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  • br Adiponectin in prostate cancer PC was documented as the

    2023-09-27


    Adiponectin in prostate cancer PC was documented as the leading type of malignancy in males in the US with respect to both the estimated number of cases (22,800) and deaths (27,540) (Siegel et al., 2016). Studies have reported an association between low APN levels and the progression of PC (Michalakis et al., 2015) (Table 2). With increasing age, the prostate gland in men can become enlarged due to testosterone imbalance (Dasgupta et al., 2012). Benign prostatic hyperplasia (BPH) arises when there is abnormal growth of prostate gp products within the gland leading to disruption of apoptosis (Gleason, 1992). During prostate carcinogenesis, normal prostate cells begin to develop an unusual appearance and are known as prostatic intraepithelial neoplasia (PIN), which is usually characterized into two different types: high grade PIN and low grade PIN (Bostwick, 1995). Low grade PIN is not greatly altered from normal tissue, however, high grade PIN is believed to be abnormal and associated with PC development (Bostwick, 1995). More specifically, the cellular components including the nucleus appear abnormal and this eventually leads to aggressive proliferation, causing a disruption in the cycle of an uninterrupted turnover of cells within the prostate gland (Gleason, 1992). This can finally lead to the formation a locally intrusive tumor which can later become metastatic (Koochekpour, 2011). This series of events is critical in PC progression. An investigative study was performed by Di Sebastiano et al. (2016) in order to illustrate the effects of lifestyle factors such as diet and exercise as well as metabolic perturbations on the prognosis of prostate cancer treatments. In this study, 51 men were evaluated and their results were compared to their biopsy results. It was observed that a number of factors related to obesity were linked to highly aggressive prostate cancer prognosis (Di Sebastiano et al., 2016). A contrasting study was performed by Tan et al. (Tan et al., 2015), which suggests APN as a tumor suppressing agent in prostate cancer. This study was performed using 96 PCa patients and 15 patients with Benign Prostatic Hyperplasia (BPH) (Table 2). It was observed that APN inhibits proliferation and invasion in prostate gp products cancer. Whereas, knockdown of APN increases proliferation, invasion, EMT (Epithelial-to-mesenchymal Transition) process, methylation and decreases tumor suppressing genes. These effects were reserved upon treatment with 5-aza and TSA (Tan et al., 2015). Therefore, these findings suggest that APN acts as a tumor suppressor through inhibiting EMT but is down-regulated by DNA methylation. Another study conducted by Urushima et al. (2015) investigated the effect of Androgen deprivation therapy (ADT) on APN and serum aP2 levels in prostate cancer patients. It was observed that six months after ADT, the APN and serum aP2 levels increased significantly even though there were no changes observed in the body weight of the patients. There was no relation observed between APN levels and serum aP2 (Urushima et al., 2015).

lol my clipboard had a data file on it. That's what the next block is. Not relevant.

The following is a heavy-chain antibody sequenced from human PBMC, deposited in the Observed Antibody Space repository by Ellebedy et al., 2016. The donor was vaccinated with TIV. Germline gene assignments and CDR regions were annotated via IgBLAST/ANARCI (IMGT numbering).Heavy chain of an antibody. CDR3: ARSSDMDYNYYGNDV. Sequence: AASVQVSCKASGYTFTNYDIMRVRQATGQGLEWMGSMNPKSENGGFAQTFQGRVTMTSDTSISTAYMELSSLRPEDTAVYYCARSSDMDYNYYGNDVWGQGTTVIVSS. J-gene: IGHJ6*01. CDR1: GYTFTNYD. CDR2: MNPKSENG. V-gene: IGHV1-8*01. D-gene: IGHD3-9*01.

Adiponectin receptors in prostate cancer development AdipoR1 and R2 showed decreased levels in PC tissues compared to counterpart non-tumorous tissues (Michalakis et al., 2007). This might be due to the molecular connection between obesity and PC along with the interaction of other adipokines and hormones. Another study found that there is a positive relationship between AdipoR2 and PC development (Rider et al., 2015). This accumulating evidence on the expression of three APN receptors, especially AadipoR2, and their functionality in PC development is an exciting area of research.
    Obesity, adiponectin and prostate cancer In males, obesity (BMI of 30kg/m2 or more), is known to increase the chance of getting PC (Gbenou, 2013). Lu et al. (2012) suggested that obesity may induced the PC due to low levels of circulatory APN causing in high oxidative stress. Several evidences to support a relationship between obesity, low circulatory APN leading to an increased inflammation, and more chance getting PC (Nock and Berger, 2010, Goktas et al., 2005) (Table 2). Low APN receptor expression within the body leads to deregulation of signaling pathways such as AMPK and mTOR signaling, which has notable function in the carcinogenesis of cancers including prostate, melanoma, and glioblastoma (Obeid and Hebbard, 2012, Otvos et al., 2011). Together, these factors significantly contribute to the development of PC.